Are You An 'Essential" or "Non-Essential" Employee? Answers Here

The Department of Homeland Security’s has issued guidance explaining what industries and their employees are essential.

According to Homeland Security, the following industries are considered essential to the infrastructure of the country:

Healthcare and public health

Hospital and laboratory personnel, caregivers, mental health workers, doctors, nurses, researchers, pharmacists, dentists, social workers, technicians, funeral home and cemetery workers.

Law enforcement, public safety, and first responders

Police officers, firefighters, paramedics, and emergency medical technicians, 911 call center workers and those who oversee emergency service operations.

Communications and information technology

Technicians, operators, call centers, wireline and wireless providers, cable service providers, satellite operations, and manufacturers and distributors of communications equipment. Workers who support radio, television, and media service, including news reporters, weather forecasters, studio, and technicians for news gathering and reporting, data center operators, HVAC and electrical engineers, security personnel, IT managers, software and hardware engineers, and database administrators.

Chemical

Workers at manufacturing plants, workers in laboratories, workers at distribution facilities, workers who transport basic raw chemical materials to the producers of industrial and consumer goods, including hand sanitizers, food and food additives, pharmaceuticals, textiles, and paper products.

Government facilities

Election personnel, building employees, security staff, trade officials, custom workers, educators

Critical manufacturing

Workers who manufacture materials and products for medical supply chains, transportation, energy, communications, food and agriculture, chemical manufacturing, nuclear facilities, dam operations, water and wastewater treatment, emergency services, defense industrial base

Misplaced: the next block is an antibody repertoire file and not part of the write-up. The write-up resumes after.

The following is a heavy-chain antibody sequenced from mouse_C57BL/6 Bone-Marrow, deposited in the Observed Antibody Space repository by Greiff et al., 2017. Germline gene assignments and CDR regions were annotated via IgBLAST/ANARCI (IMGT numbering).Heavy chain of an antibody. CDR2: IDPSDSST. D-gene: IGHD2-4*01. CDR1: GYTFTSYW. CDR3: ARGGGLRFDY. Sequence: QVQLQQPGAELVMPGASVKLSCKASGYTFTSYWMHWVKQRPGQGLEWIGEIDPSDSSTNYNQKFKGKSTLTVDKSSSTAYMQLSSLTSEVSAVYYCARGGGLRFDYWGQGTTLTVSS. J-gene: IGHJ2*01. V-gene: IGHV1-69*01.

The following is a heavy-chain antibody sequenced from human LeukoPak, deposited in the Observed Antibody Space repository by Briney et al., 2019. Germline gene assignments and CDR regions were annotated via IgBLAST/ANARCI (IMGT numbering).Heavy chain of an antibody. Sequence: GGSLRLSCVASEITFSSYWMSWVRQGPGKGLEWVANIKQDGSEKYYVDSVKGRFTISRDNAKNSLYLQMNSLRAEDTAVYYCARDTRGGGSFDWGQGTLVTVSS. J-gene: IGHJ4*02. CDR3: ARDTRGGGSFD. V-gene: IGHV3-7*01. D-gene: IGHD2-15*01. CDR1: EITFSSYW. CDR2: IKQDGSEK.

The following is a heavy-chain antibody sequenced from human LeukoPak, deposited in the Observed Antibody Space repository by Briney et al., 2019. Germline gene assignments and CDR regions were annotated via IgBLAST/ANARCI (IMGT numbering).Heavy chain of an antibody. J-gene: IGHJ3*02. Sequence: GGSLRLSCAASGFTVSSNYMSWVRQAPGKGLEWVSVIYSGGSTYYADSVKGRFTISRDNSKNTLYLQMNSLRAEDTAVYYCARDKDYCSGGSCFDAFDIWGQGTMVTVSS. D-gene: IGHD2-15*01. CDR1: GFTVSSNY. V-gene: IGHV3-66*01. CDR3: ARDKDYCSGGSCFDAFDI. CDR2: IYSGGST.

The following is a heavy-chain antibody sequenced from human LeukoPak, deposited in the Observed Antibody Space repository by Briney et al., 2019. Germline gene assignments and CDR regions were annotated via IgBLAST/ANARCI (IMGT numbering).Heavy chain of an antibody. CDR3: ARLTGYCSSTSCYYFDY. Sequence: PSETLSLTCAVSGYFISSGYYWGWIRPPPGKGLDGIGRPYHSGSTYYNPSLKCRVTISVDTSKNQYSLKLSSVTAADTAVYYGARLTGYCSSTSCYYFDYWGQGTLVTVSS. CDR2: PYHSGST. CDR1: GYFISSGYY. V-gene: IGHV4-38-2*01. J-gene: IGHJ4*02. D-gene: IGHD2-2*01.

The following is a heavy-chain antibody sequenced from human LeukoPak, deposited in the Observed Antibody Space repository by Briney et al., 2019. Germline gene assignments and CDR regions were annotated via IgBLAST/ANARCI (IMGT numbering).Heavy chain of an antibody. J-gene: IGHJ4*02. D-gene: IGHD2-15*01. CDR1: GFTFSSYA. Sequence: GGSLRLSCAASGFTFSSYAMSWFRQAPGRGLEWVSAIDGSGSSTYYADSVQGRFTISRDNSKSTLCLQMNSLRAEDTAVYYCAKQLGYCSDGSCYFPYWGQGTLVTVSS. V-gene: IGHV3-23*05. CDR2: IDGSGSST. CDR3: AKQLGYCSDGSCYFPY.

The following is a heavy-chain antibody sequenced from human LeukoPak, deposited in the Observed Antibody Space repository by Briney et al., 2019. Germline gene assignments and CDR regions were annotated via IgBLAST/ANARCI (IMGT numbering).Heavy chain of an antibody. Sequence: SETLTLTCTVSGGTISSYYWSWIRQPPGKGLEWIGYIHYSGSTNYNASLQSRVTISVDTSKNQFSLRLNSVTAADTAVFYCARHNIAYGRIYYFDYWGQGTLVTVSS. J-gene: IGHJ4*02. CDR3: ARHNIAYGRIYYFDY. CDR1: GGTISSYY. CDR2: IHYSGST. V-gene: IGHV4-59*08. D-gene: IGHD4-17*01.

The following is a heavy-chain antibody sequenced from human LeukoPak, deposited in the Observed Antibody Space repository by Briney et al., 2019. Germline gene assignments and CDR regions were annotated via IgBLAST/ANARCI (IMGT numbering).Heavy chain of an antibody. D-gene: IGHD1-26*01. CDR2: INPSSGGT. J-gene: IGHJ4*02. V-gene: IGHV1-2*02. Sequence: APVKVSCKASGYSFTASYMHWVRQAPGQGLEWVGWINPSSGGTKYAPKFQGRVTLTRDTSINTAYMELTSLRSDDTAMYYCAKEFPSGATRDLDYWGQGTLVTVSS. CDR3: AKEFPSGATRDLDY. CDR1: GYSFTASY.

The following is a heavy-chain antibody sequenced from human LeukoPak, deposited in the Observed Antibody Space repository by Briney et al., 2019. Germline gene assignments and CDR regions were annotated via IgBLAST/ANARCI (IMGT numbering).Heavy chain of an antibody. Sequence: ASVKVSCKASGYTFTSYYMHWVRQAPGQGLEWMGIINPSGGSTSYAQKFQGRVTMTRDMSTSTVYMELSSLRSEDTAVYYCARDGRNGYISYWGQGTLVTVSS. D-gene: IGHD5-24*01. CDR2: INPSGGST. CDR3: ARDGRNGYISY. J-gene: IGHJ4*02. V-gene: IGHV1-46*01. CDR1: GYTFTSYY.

Defense industrial base

Workers who support the U.S. military, including aerospace; mechanical and software engineers, manufacturing/production workers; IT support; security staff; security personnel; intelligence support, aircraft and weapon systems mechanics and maintainers.

Energy

Utilities and telecommunications staffers, natural gas/propane workers, the electricity industry, engineers, cybersecurity/risk management staff, and environmental remediation.

Financial

Bank employees, employees at other financial/lending institutions

Food and agriculture

Grocery store employees, pharmacy worker, some restaurant workers, including delivery drivers, company cafeterias, animal agriculture workers, and the food and beverage industries, farmers, food processing workers, warehouse workers, and food truck delivery drivers.

Nuclear reactors, materials, and waste

Transportation systems

Mass transit workers, auto repair and maintenance workers, trash collectors, postal and shipping workers, air traffic controllers, air transportation employees, dispatchers, maintenance and repair technicians, warehouse workers, truck stop and rest area workers, and workers who maintain and inspect infrastructure.

Public Works

Workers who inspect and maintain dams, locks, levees, bridges, sewer main breaks, traffic signals and buried/underground utilities.

Water

Employees needed to operate and maintain drinking water and wastewater/drainage infrastructure.

Cities will make adjustments to this on occasion. Such as IF your business has 10 or fewer employees & CAN KEEP THE 6 FOOT RULE at all times!

photo: getty images

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